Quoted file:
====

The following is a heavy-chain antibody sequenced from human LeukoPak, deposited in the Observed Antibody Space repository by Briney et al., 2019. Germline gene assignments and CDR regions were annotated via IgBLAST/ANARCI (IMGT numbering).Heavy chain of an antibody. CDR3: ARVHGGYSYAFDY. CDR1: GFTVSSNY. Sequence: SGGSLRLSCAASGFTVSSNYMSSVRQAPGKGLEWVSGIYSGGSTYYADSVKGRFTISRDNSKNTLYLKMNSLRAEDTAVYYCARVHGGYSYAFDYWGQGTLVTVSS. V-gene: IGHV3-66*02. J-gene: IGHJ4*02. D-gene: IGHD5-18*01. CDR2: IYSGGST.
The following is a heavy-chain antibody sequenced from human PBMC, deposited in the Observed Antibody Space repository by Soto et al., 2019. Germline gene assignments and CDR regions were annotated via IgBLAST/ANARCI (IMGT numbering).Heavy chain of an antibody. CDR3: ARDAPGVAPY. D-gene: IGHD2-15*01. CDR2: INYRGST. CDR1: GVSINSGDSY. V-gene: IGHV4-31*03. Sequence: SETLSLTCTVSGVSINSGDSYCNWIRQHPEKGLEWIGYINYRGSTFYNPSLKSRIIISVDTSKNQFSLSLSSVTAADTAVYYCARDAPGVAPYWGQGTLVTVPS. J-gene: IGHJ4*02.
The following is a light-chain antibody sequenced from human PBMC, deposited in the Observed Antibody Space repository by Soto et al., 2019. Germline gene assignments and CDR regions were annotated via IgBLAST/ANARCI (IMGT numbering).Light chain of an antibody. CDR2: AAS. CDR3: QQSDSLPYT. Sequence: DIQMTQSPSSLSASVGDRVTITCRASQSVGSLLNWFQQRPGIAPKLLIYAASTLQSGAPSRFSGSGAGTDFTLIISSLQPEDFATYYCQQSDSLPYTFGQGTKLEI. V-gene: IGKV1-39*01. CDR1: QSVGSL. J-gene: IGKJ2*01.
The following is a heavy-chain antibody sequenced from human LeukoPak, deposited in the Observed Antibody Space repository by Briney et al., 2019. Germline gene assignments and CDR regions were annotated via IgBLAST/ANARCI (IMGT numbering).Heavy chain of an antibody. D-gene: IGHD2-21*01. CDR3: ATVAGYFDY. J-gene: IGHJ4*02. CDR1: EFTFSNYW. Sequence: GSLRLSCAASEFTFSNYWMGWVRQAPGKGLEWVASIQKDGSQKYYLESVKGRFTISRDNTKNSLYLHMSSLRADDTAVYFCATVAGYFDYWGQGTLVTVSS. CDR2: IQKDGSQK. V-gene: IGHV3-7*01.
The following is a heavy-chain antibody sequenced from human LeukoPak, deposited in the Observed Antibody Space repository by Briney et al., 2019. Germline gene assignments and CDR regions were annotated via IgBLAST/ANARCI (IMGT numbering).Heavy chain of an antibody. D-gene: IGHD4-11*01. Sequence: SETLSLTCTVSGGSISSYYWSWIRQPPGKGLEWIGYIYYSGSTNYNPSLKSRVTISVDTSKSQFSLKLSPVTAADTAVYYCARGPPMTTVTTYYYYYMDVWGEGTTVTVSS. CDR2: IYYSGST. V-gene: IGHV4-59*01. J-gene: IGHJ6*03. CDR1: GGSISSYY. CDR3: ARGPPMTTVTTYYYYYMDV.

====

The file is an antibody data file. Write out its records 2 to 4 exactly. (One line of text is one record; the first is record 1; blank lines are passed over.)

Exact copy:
The following is a heavy-chain antibody sequenced from human PBMC, deposited in the Observed Antibody Space repository by Soto et al., 2019. Germline gene assignments and CDR regions were annotated via IgBLAST/ANARCI (IMGT numbering).Heavy chain of an antibody. CDR3: ARDAPGVAPY. D-gene: IGHD2-15*01. CDR2: INYRGST. CDR1: GVSINSGDSY. V-gene: IGHV4-31*03. Sequence: SETLSLTCTVSGVSINSGDSYCNWIRQHPEKGLEWIGYINYRGSTFYNPSLKSRIIISVDTSKNQFSLSLSSVTAADTAVYYCARDAPGVAPYWGQGTLVTVPS. J-gene: IGHJ4*02.
The following is a light-chain antibody sequenced from human PBMC, deposited in the Observed Antibody Space repository by Soto et al., 2019. Germline gene assignments and CDR regions were annotated via IgBLAST/ANARCI (IMGT numbering).Light chain of an antibody. CDR2: AAS. CDR3: QQSDSLPYT. Sequence: DIQMTQSPSSLSASVGDRVTITCRASQSVGSLLNWFQQRPGIAPKLLIYAASTLQSGAPSRFSGSGAGTDFTLIISSLQPEDFATYYCQQSDSLPYTFGQGTKLEI. V-gene: IGKV1-39*01. CDR1: QSVGSL. J-gene: IGKJ2*01.
The following is a heavy-chain antibody sequenced from human LeukoPak, deposited in the Observed Antibody Space repository by Briney et al., 2019. Germline gene assignments and CDR regions were annotated via IgBLAST/ANARCI (IMGT numbering).Heavy chain of an antibody. D-gene: IGHD2-21*01. CDR3: ATVAGYFDY. J-gene: IGHJ4*02. CDR1: EFTFSNYW. Sequence: GSLRLSCAASEFTFSNYWMGWVRQAPGKGLEWVASIQKDGSQKYYLESVKGRFTISRDNTKNSLYLHMSSLRADDTAVYFCATVAGYFDYWGQGTLVTVSS. CDR2: IQKDGSQK. V-gene: IGHV3-7*01.